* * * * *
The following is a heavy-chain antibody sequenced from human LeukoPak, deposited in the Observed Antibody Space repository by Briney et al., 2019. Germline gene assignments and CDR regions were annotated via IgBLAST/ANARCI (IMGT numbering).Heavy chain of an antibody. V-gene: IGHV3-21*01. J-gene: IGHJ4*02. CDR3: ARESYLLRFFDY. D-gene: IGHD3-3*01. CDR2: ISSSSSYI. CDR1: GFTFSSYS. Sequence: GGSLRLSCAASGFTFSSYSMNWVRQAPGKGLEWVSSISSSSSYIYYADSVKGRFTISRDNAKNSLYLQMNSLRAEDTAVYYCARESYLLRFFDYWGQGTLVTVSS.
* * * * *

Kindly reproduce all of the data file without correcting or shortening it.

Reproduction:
The following is a heavy-chain antibody sequenced from human LeukoPak, deposited in the Observed Antibody Space repository by Briney et al., 2019. Germline gene assignments and CDR regions were annotated via IgBLAST/ANARCI (IMGT numbering).Heavy chain of an antibody. V-gene: IGHV3-21*01. J-gene: IGHJ4*02. CDR3: ARESYLLRFFDY. D-gene: IGHD3-3*01. CDR2: ISSSSSYI. CDR1: GFTFSSYS. Sequence: GGSLRLSCAASGFTFSSYSMNWVRQAPGKGLEWVSSISSSSSYIYYADSVKGRFTISRDNAKNSLYLQMNSLRAEDTAVYYCARESYLLRFFDYWGQGTLVTVSS.